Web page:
Interviews are one of the most stressful parts of our lives. Pre-interview nerves are something just about everyone understands and has experienced at one point in their lives. If someone notices your armpit sweat stains and asks you what you were up to, you can make them be sympathetic with two words – “job interview.”
It’s no wonder so many job candidates want to know exactly what to say in an interview to look good. Nerves can often make you freeze up, especially if you don’t know what to say ahead of time.
There’s one question shared by first dates and hiring managers alike that often makes potential candidates freeze up.
“Tell me about yourself.”
If you don’t want to look like a sweaty, babbling baboon in your next interview, read on.
Why Do Hiring Managers Want to Know About You?
Knowing the intention behind the question asked can help you figure out how best to answer it. Unlike first dates, your interviewer isn’t interested in your personal life. It would be unwise to tell them about your extensive stamp collection, or that you had to move back in with your mother after your latest breakup (although you probably shouldn’t tell this to your date either).
Your interviewer has several reasons for asking this question. They want to know how you’ll get along with other team members, and if you would be a good culture fit with the company. They also want to know how you’ll respond to an open-ended question without specific guidance.
How Should I Respond?
Before we get into do’s and do not’s, you’ll have to keep in mind that every hiring manager is different. A technique that might work well for one interviewer could make another cross you off the ‘potential employee’ list.
This is part of why it’s so crucial to research companies before you go into your interviewer. While you might have gotten away with not doing your homework at school, the same won’t fly during a job interview. Take some time to learn about the company’s culture. Don’t be afraid to reach out to current employees to get a read on what it’s like to work there. Use the information and context you get from your research to influence your answers and try to come up with a couple ahead of time.
However, there are some things that will ruin your chances at getting a job offer. Avoid these at all costs:
- Reciting your cover letter or resume – they already know this information. Telling them again won’t endear you to them.
- Telling your entire life’s story – they don’t care about where you grew up or how you got here.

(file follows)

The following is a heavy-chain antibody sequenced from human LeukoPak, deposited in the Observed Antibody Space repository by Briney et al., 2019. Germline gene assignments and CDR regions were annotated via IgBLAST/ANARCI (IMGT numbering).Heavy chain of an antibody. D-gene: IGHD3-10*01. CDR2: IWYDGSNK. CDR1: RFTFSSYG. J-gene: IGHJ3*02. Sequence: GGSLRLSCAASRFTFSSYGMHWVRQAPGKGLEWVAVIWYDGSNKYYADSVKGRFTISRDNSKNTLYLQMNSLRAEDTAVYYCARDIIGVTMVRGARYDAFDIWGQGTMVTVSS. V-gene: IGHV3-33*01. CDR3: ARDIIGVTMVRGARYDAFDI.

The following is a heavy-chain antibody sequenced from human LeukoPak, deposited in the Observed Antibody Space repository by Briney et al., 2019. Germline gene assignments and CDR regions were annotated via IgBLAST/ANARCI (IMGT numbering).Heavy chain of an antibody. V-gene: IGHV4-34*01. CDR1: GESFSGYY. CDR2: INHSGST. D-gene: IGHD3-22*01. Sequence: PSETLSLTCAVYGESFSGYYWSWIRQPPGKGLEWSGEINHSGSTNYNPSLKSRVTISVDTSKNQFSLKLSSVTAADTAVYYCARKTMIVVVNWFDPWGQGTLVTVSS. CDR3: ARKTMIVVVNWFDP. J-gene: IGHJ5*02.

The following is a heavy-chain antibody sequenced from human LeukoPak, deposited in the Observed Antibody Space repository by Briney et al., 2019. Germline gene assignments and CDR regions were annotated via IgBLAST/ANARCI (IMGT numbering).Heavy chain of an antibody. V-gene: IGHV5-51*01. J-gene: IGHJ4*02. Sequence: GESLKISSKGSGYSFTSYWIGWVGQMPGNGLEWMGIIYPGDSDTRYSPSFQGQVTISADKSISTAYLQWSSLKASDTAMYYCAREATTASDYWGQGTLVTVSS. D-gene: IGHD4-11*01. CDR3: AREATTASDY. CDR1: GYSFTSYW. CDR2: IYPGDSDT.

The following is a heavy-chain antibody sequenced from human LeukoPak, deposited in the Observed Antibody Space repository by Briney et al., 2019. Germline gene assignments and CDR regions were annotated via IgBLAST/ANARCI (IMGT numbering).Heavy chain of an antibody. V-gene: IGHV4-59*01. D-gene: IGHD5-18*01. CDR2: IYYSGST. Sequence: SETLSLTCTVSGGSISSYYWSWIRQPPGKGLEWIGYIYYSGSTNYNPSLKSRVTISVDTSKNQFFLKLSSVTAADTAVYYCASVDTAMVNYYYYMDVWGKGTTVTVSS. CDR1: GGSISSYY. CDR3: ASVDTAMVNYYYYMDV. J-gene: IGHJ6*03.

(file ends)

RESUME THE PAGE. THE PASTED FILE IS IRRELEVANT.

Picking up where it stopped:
- Asking “what do you want to know?” – they want to see how you’ll do on your own, and this shows them that they can’t rely on you to work without guidance.
- Going on and on and on and on… – there’s something irritating about someone who doesn’t know when to stop. Keep it short. Anything more than a couple of minutes is too much.
While we can’t tell you exactly what to say to get a job offer, there are several techniques that will improve your chances. Try one of the following in your next interview:
- Focus on what’s best for the interviewer – remember, the interview process isn’t about you. It’s about what you can bring to the table. Highlight how you working with them will make their lives better.
- Talk about qualities valued by the company – this is where your research comes in handy. Most companies have core values they aspire to live by. You can usually discover some of these values on their website. If you have qualities or beliefs they value, share those values and beliefs.
- Use the same words and terms found in your research – not only will this sound good to your interviewer, but it’ll also show that you took the time and effort to get to know the company ahead of time. When interviewers can see you’ve done your homework, it shows that you’re already invested in the company instead of just trying to get any job.
Even if you stick with these suggestions, there is still a chance you won’t get the job. It’s possible to do everything right and not be offered the position. Don’t let that discourage you from sticking to these guidelines. They will greatly increase your chances of getting the position, and at the very least, will leave a good impression with your interviewer.